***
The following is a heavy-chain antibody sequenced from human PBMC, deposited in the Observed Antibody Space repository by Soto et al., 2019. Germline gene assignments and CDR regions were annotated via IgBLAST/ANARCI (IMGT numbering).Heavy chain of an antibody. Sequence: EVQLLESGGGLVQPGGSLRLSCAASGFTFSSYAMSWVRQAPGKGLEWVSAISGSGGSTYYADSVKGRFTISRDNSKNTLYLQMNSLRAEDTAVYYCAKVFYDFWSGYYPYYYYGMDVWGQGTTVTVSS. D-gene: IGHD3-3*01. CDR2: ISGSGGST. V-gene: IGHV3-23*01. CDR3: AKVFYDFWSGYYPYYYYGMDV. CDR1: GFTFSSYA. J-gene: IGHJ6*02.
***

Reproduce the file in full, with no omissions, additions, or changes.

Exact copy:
The following is a heavy-chain antibody sequenced from human PBMC, deposited in the Observed Antibody Space repository by Soto et al., 2019. Germline gene assignments and CDR regions were annotated via IgBLAST/ANARCI (IMGT numbering).Heavy chain of an antibody. Sequence: EVQLLESGGGLVQPGGSLRLSCAASGFTFSSYAMSWVRQAPGKGLEWVSAISGSGGSTYYADSVKGRFTISRDNSKNTLYLQMNSLRAEDTAVYYCAKVFYDFWSGYYPYYYYGMDVWGQGTTVTVSS. D-gene: IGHD3-3*01. CDR2: ISGSGGST. V-gene: IGHV3-23*01. CDR3: AKVFYDFWSGYYPYYYYGMDV. CDR1: GFTFSSYA. J-gene: IGHJ6*02.